Chiricahua National Monument/Cochise Stronghold/Ft Bowie

HappyWhat a fantastic trip! A big thank you to Reenie for planning this trip. She did a great job!

The weather was great although on Wednesday it did get a little windy! all had a great time, with a lot of laughter at the happy hours!

A little history of the area. The monument was established in 1924 to wisely protect these formations. In 1934 the Civilian Conservation Corps set to work building a set of trails to highlight the wonders of the park. The park is very proud of this heritage and history. It should be, the CCC built a wonderful set of trails that persists to this day. Looping together many of them in the high country by taking off from the Echo Canyon trail head atop the Bonita Canyon Drive puts it all together into the wonderful Big Loop…the best of everything the park has to offer.

Our first day, we traveled to Cochise Stronghold. In the 1860’s, the charismatic Chiricahua Apache leader, Cochise, adopted the rugged canyons that cross the midsection of the Dragoon Mountains as a refuge for himself and his people. The place came to be known as Cochise Stronghold. One feature of this natural fortress was that the two rocky canyons, one from each side of the mountain range, nearly meet high in the Dragoons. With their outlandish rock formations and thick oak-juniper vegetation they offer a concealed escape route in either direction. No one knows how many times Cochise and his people used these two canyons and the trail that connects them to move across these mountains.

 Our first hike was a 4.6 mile hike up and back on the Stronghold trail, to Half Moon tank. CochiseA nice hike although it was up hill most of the way. Several went beyond the Tank to an overlook of the valley below. The rest of us, including me, stayed and ate our lunch at the tank. The day started cool, but quickly warmed and it even spit rain!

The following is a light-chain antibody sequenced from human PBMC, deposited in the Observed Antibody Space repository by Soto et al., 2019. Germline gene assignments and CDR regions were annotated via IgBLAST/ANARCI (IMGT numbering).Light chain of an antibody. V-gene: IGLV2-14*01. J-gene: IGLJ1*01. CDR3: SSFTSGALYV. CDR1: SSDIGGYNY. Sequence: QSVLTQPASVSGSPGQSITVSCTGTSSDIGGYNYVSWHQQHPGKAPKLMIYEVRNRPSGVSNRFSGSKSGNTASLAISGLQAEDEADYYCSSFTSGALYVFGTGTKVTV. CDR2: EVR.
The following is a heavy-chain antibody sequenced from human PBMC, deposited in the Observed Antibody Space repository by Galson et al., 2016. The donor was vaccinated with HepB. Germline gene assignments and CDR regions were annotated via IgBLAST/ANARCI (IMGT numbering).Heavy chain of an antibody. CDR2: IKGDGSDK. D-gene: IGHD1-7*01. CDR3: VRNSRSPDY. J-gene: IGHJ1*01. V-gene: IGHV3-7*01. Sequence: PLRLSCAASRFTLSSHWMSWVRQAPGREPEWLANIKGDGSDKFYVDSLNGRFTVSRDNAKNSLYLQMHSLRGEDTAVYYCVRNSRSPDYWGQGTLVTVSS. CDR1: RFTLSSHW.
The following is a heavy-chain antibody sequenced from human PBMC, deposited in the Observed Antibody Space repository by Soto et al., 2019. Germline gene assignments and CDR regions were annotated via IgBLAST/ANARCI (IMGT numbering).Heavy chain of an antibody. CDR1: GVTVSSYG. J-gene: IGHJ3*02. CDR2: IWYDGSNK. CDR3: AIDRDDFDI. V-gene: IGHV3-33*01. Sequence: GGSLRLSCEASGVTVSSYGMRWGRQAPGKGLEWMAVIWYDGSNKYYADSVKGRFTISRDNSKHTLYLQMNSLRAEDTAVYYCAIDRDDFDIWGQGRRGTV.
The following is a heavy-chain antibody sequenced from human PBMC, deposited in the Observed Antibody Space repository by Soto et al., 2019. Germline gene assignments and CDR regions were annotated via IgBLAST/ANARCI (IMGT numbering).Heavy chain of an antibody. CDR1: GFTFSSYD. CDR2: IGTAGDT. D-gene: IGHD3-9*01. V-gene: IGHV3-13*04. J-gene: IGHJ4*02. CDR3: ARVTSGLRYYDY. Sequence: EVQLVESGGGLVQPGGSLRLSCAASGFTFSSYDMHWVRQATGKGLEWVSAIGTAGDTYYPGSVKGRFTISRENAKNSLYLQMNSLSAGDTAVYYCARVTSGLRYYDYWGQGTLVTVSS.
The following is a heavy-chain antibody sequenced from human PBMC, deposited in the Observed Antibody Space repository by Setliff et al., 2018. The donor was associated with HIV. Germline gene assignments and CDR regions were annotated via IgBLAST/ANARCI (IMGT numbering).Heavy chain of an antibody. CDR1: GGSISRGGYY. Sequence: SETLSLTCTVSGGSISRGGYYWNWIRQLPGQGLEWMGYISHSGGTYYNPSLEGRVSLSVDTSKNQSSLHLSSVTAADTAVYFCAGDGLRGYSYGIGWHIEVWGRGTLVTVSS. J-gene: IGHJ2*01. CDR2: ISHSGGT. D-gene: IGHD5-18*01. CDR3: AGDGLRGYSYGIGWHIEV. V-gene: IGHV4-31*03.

After the hike we proceeded to Willcox to check in at the Days Inn, our lodging for the next 2 nights.

Bright and early the next am, after breakfast we headed to the Chiricahuas and our full day of hiking. ChiLois, JoEllen and I took the shorter trail from Echo Canyon trailhead to the visitor center. This was a beautiful trail and for the most part shielded us from the strong wind. Chric1


This photo was taken near the turn that would lead us to the Grottos. In the background are the rock formations similar to the Hoodoos found in Bryce Canyon, except they are a dull brown and not red!

The larger group took the longer trail, 7.3 miles down to the visitor center.

It was a long day and we all met back at the Days Inn for another Happy hour! All commented that this was a good day to hike and we brought everyone back.

If someone would write up the story of the long hike and email it to me, I would appreciate it. Would love to hear about your hike!

FT bowie

Our next next hike on Thursday was a historical hike to Ft. Bowie. Fort Bowie commemorates the bitter conflict between Chiricahua Apaches and the U.S. military – a lasting monument to the bravery and endurance of U.S. soldiers in paving the way for settlement and the taming of the western frontier. It provides insight into a “clash of cultures,” a young nation in pursuit of “manifest destiny,” and the hunter/gatherer society fighting to preserve its existence.

This was a short 1.9 mile hike to the remains of the FT. along the route were numerous signs about the flora and several ruins and info about the indians as well as the settlers in the area.

This was a very pleasurable and interesting trip, that provided ot only a history lesson, but the beauty of the “Desert Island in the Sky”

Happy Trails, David




This entry was posted in Uncategorized. Bookmark the permalink.

Leave a Reply

Fill in your details below or click an icon to log in: Logo

You are commenting using your account. Log Out /  Change )

Twitter picture

You are commenting using your Twitter account. Log Out /  Change )

Facebook photo

You are commenting using your Facebook account. Log Out /  Change )

Connecting to %s

This site uses Akismet to reduce spam. Learn how your comment data is processed.